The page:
This Week’s Food as Medicine Roundup, August 9th, 2019
Thank you for checking out this week’s edition of our Food as Medicine News Roundup (#FaMNR)! Twice a month, I’ll share a collection of important and trending articles in the Food as Medicine space.
As a registered dietitian, Sahra brings her extensive experience in health care and public health to Lighter to improve the health of the population through effective communication, sustainable behavior modification approaches and upstream intervention strategies. Through her work with Los Angeles and Solano County Departments of Public Health, Kaiser Permanente, and partnering with health advocacy organizations such as CSPI (Center for Science in the Public Interest), Sahra has helped create sustainable food systems, adapted public policy, implemented environmental change, and health education programs.
“He that takes medicine and neglects diet, wastes the skill of the physician.”
Why food as medicine?
The leading causes of death and disability and the top drivers of our nation’s $3.3 trillion annual health care costs are chronic diseases that can include physical and mental conditions such as heart disease, stroke, diabetes, cancer, and Alzheimer’s.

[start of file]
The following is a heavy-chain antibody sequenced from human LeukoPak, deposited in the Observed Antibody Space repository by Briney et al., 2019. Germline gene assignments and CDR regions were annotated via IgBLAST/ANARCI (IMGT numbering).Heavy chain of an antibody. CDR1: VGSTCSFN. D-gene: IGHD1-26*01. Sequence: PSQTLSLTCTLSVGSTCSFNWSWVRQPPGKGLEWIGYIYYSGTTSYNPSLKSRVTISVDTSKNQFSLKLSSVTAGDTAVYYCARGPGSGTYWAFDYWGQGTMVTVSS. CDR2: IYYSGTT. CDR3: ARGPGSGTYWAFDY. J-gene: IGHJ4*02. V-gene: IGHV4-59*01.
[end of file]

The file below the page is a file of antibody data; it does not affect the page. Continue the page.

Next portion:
More than 90% of annual healthcare costs are due to preventable chronic diseases.
Currently, 60% of adults in the U.S. live with at least one chronic disease and more than 40% live with two or more. One of the key risks for developing chronic disease is poor nutrition. Globally, unhealthy diets and/or lack of access to healthful foods such as whole grains, fruits, and vegetables are responsible for over 11 million deaths. Chronic illnesses benefit significantly when food as medicine is incorporated into our healthcare system. That’s why YOU have the power to address the root cause of our chronic disease crisis and we are here to join you in the healthcare revolution!
So, sit back, relax and read on. May we suggest some blueberries to snack on while you read?
Embracing food as medicine to advance systems change
Collaboration, cooperation, and action moves the needle for getting food as medicine not only to the patients in need but to policymakers to implement legislation changes. This month, Food Is Medicine, a coalition stemming from a team at the Center for Health Law and Policy Innovation at Harvard Law School met with Island stakeholders at the Martha’s Vineyard Hospital (MVH) to discuss opportunities to integrate and offer vital nutrition services to elevate patient health outcomes. “Food and nutrition are at the cornerstone of health and wellness,” said hospital CEO Denise Schepici. The coalition is dedicated to connecting food and nutrition to health through healthcare and food systems and policy changes. They intend to meet each year. Read on here to find out how MVH is adopting Food Is Medicine initiatives to make positive changes for the hospital, patients, and the community.
The gut microbiome & food as medicine